Understanding the drivers and dynamics of economic change in the GGH is fundamental to more informed, effective land use planning. We make an important distinction between a dynamic approach and one based on linear growth "trends" that is common in land use planning. A dynamic approach recognizes that longer-term urban processes are not linear, but characterized by cycles of growth, change, decline, then growth again. The focus should not just be solely on accommodating growth - as has been the norm in planning and the Growth Plan - but also on responding to change, transition, and, in some cases, decline. This dynamic will continue to unfold over the planning period (and beyond).
This dynamic can be illustrated by "the Kings" districts that border Downtown Toronto. These were formerly vibrant areas of manufacturing industry in prewar factory buildings - especially textiles and clothing -that lost employment and businesses, and declined post-1970, because of globalization pressures and free trade agreements. The Kings experienced a prolonged period of stagnation and underutilization (exacerbated, many argue, by a lack of a timely planning policy response). In recent years the factories have been occupied by 21st-century industries and reinvigorated - but this time, with firms in different industries, including some that did not even exist a few decades ago - such as information technology, app development, software, and digital advertising.
As other employment areas of the GGH age over the next 25 years, this dynamic will play out across the region. Restructuring will affect different districts within the region differently, depending on (1) their current makeup of economic activities; (2) where these industries fall within the trajectory of long waves of growth, stagnation, decline, and regeneration; and (3) in relation to key drivers like globalization or automation. The analysis of the current geography of the Archetypes in Chapter 3 of this report is intended to help illuminate these changes.
Land use planning in the GGH needs to consider proactively where and how growing activities will be accommodated. As some districts age, there are opportunities to accommodate and support new kinds of economic activities through proactive land use planning. We could expect, for example, that arts and design-related industries are likely to experience continued growth. But the kinds of places that those industries have been inhabiting - former factory spaces in prewar urban areas, for example - are increasingly limited in supply and face demand and rent pressure from other industries and from residential growth. Where can we plan for the next wave of growth for these industries?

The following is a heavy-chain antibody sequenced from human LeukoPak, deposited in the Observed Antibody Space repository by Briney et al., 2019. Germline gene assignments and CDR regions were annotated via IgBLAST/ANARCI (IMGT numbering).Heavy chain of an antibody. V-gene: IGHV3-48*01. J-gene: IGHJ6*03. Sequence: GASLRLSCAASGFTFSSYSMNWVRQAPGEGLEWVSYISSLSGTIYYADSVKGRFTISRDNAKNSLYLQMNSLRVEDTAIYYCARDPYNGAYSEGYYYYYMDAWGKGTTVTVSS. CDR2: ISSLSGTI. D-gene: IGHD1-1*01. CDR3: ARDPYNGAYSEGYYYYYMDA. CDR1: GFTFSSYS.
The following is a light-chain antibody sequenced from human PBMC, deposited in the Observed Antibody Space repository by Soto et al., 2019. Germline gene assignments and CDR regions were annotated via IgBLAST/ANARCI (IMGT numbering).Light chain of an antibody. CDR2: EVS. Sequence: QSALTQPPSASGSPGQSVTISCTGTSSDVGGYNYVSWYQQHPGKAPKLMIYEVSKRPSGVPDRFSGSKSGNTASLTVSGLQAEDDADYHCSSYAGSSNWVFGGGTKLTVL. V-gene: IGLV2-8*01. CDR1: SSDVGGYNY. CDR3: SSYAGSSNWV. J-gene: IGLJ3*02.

As noted earlier, agglomeration economies drive urbanization and geographic concentration, and their effects are intensified with the rise of knowledge-based activities. But the agglomeration benefits that often drive investment and new development in a particular district are also accompanied by agglomeration "dis-benefits" or costs - such as congestion, air pollution, income inequality, or high house prices and commercial rents, for example.
The balance between agglomeration benefits and dis-benefits can shift over time. As development and workers continue to be attracted to an area, mounting dis-benefits may outweigh benefits. At this point, firms, employees, new development and other investments may be compelled to seek other locations - within the region, or even beyond the GGH.
For example, agglomeration benefits have been drawing new office development to Downtown Toronto in recent years, and this trend is expected to continue. However, this growth brings intense pressures on an already straining transportation system. Without public investments to keep up with development pressures, dis-benefits in the form of congestion and inaccessibility could begin to shift some types of businesses to other locations. This shifting balance between agglomeration benefits and dis-benefits is an element of the dynamic approach that should be kept in mind in long-range planning.